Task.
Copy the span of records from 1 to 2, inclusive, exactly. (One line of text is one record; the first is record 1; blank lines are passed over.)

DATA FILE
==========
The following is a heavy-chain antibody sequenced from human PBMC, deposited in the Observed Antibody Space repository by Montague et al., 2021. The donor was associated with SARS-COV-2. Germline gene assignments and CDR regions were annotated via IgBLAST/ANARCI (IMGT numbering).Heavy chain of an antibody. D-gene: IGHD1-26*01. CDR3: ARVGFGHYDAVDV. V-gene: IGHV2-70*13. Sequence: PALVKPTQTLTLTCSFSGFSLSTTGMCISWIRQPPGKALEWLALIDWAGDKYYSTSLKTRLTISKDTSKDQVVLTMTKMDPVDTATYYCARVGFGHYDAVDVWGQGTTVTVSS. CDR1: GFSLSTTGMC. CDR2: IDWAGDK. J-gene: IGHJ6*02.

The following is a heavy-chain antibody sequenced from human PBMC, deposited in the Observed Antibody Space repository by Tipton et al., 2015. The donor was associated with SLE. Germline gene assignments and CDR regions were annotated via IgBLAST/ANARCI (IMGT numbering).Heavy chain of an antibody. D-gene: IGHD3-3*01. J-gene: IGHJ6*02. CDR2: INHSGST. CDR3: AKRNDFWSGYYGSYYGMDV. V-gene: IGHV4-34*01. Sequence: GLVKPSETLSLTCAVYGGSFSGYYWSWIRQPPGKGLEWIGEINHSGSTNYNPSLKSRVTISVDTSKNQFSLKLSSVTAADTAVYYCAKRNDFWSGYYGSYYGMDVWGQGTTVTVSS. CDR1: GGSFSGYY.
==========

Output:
The following is a heavy-chain antibody sequenced from human PBMC, deposited in the Observed Antibody Space repository by Montague et al., 2021. The donor was associated with SARS-COV-2. Germline gene assignments and CDR regions were annotated via IgBLAST/ANARCI (IMGT numbering).Heavy chain of an antibody. D-gene: IGHD1-26*01. CDR3: ARVGFGHYDAVDV. V-gene: IGHV2-70*13. Sequence: PALVKPTQTLTLTCSFSGFSLSTTGMCISWIRQPPGKALEWLALIDWAGDKYYSTSLKTRLTISKDTSKDQVVLTMTKMDPVDTATYYCARVGFGHYDAVDVWGQGTTVTVSS. CDR1: GFSLSTTGMC. CDR2: IDWAGDK. J-gene: IGHJ6*02.

The following is a heavy-chain antibody sequenced from human PBMC, deposited in the Observed Antibody Space repository by Tipton et al., 2015. The donor was associated with SLE. Germline gene assignments and CDR regions were annotated via IgBLAST/ANARCI (IMGT numbering).Heavy chain of an antibody. D-gene: IGHD3-3*01. J-gene: IGHJ6*02. CDR2: INHSGST. CDR3: AKRNDFWSGYYGSYYGMDV. V-gene: IGHV4-34*01. Sequence: GLVKPSETLSLTCAVYGGSFSGYYWSWIRQPPGKGLEWIGEINHSGSTNYNPSLKSRVTISVDTSKNQFSLKLSSVTAADTAVYYCAKRNDFWSGYYGSYYGMDVWGQGTTVTVSS. CDR1: GGSFSGYY.